Only one in ten employees still want to work full-time in an office. Remote working and workations are the new normal. Host Fabienne de Vries discusses these issues and more in the latest episode of Ctalk. A discussion about the manager’s changing role, Surinamese roti and the importance of remaining connected.

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Since the Covid pandemic, the number of hours you work has become much less important, so too has the location where you switch on your laptop. Output-driven working is in. You work with your team towards a defined goal. It doesn’t matter if you do so on a Sunday afternoon on a balcony in Italy or on a Tuesday afternoon in the office in Amstelveen. This remote style of working is paying dividends, as research confirms that people can achieve better results this way.

Eric van der Linden is HR Director at Ctac. He found it amazing to see just how quickly working from home became accepted during the Covid pandemic. Eric: “Now we neither can nor want to return to the old model. However, we do want to bring forward some elements from the old work model into modern working, such as meeting people. So it’s important to continue to provide facilities for people who still want to work in the office.”

Michel Bouwman, EMEA Partner Technical Lead at Microsoft, also says the whole concept of work has changed. “Where you used to get into your car or onto a train early in the morning and travel to the office to work, work is now just a set of activities. The location doesn’t matter.” And that, in turn, has led to another development, Michel notes: “You can see that companies are hiring more and more people from abroad, for Dutch positions.”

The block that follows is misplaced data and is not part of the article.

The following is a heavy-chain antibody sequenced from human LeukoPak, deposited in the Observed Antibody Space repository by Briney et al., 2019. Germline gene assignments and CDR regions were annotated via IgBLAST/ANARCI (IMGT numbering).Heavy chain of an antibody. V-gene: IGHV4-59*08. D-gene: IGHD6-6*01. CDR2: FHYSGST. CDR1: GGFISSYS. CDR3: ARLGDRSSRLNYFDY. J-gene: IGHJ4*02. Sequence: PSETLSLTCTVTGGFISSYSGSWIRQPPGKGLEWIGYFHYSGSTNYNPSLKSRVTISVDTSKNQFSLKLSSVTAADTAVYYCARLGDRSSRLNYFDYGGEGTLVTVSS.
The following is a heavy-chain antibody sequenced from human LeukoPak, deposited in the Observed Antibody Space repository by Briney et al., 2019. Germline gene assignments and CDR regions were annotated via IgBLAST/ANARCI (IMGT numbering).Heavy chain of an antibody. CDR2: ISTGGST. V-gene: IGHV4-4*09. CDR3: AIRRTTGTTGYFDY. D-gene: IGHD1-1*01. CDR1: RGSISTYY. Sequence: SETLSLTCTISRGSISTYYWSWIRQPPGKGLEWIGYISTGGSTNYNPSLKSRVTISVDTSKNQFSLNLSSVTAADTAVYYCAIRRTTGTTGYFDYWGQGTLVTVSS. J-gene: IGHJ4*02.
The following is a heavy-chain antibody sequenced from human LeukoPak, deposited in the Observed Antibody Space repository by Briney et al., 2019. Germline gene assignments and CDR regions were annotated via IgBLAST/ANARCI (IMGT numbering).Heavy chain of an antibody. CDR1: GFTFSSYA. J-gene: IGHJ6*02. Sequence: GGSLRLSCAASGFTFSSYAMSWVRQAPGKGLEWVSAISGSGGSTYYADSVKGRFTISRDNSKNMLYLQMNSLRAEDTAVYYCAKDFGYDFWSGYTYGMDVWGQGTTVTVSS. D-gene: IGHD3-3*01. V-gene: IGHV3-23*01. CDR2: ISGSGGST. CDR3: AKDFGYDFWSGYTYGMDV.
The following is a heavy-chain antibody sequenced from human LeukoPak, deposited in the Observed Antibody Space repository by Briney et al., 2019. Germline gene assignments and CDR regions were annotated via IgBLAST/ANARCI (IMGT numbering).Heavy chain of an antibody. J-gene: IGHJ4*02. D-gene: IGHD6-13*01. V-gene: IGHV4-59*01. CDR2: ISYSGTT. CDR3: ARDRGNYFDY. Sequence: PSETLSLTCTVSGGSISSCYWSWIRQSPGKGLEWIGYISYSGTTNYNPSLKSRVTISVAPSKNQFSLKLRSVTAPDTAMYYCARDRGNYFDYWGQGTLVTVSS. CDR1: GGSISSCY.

Patricia Beks is Managing Director and Digital Marketer at Tech To Market. Her company already worked largely remotely before coronavirus. Patricia: “It’s been our philosophy for a long time, so we have an advantage now, as we’ve been able to offer remote working when hiring people. Openness and freedom are very important to us. This requires a certain level of responsibility.” In a few days, she will leave with her team on a workation. Patricia: “A workation is a great way to step back and take a look at yourself, your work and your clients. You have a different conversation while walking along a beach than you do in the office. A workation contributes to openness and trust, but only when it’s part of the overall company philosophy.”

The modern way of working also means the role of the manager is changing, Eric notes: “It’s much more about creating links with people. How do you keep them involved? Managers’ soft skills have become much more important. Things like intuition, empathy and trust play a bigger role than measurement and control. Less managing, more coaching.”

Whether you work remotely or in the office, it’s important to keep in touch with each other and with the company, Michel says: “You can go on a workation, or organise a weekly event for everyone in the team, to make sure that they remain connected. For example, we recently had a colleague from Surinam give us a digital cooking class on how to make some really nice Surinamese rotis.”

“Exactly. You have to watch out that it’s not always just efficient and full steam ahead”, agrees Patricia. “An informal chat and some fun in the office are still important. We attended a training course on how to make this work digitally as well. We learned a lot from that.”